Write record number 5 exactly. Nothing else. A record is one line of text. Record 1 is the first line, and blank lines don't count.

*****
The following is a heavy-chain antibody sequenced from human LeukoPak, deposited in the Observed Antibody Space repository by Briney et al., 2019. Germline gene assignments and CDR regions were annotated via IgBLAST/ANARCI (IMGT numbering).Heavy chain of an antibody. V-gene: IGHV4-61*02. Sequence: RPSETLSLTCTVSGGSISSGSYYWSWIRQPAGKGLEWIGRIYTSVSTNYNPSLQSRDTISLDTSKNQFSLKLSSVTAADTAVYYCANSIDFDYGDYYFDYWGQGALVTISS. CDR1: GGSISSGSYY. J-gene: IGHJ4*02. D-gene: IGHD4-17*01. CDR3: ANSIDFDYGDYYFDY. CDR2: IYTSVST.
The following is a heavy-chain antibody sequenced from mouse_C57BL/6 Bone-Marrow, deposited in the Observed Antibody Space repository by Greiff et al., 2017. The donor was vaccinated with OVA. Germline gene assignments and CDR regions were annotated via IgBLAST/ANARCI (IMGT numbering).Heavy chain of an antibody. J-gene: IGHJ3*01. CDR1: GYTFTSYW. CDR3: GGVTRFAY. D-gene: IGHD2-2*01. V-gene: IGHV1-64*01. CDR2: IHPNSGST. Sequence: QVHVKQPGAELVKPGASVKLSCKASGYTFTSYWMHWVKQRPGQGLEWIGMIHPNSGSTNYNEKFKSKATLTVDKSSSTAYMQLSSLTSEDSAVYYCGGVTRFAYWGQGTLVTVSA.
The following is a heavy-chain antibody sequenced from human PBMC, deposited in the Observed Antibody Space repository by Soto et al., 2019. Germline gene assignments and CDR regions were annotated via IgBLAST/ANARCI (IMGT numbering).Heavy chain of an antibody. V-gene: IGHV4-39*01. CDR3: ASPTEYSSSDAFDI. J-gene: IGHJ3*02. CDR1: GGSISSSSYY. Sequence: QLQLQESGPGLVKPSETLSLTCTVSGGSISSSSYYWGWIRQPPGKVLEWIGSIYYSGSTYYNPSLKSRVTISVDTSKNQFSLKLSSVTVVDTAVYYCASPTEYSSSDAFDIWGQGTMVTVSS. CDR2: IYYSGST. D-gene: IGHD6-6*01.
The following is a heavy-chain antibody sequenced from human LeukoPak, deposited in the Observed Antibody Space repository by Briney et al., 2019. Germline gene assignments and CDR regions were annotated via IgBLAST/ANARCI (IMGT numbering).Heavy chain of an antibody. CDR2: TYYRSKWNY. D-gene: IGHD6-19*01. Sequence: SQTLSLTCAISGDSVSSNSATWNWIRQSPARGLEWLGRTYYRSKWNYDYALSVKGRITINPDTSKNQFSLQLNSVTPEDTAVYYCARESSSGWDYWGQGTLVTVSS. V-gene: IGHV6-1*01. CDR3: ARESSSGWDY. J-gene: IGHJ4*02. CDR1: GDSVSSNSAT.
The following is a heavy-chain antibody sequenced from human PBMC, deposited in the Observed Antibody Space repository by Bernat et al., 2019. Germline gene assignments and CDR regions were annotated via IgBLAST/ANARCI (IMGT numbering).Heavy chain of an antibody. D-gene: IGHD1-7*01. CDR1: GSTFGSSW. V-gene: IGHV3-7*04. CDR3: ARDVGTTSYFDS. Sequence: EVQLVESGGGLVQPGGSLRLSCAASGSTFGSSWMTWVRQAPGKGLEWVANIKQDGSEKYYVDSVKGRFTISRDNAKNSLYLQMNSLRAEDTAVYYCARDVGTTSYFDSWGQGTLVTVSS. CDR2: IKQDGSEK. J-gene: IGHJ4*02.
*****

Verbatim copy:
The following is a heavy-chain antibody sequenced from human PBMC, deposited in the Observed Antibody Space repository by Bernat et al., 2019. Germline gene assignments and CDR regions were annotated via IgBLAST/ANARCI (IMGT numbering).Heavy chain of an antibody. D-gene: IGHD1-7*01. CDR1: GSTFGSSW. V-gene: IGHV3-7*04. CDR3: ARDVGTTSYFDS. Sequence: EVQLVESGGGLVQPGGSLRLSCAASGSTFGSSWMTWVRQAPGKGLEWVANIKQDGSEKYYVDSVKGRFTISRDNAKNSLYLQMNSLRAEDTAVYYCARDVGTTSYFDSWGQGTLVTVSS. CDR2: IKQDGSEK. J-gene: IGHJ4*02.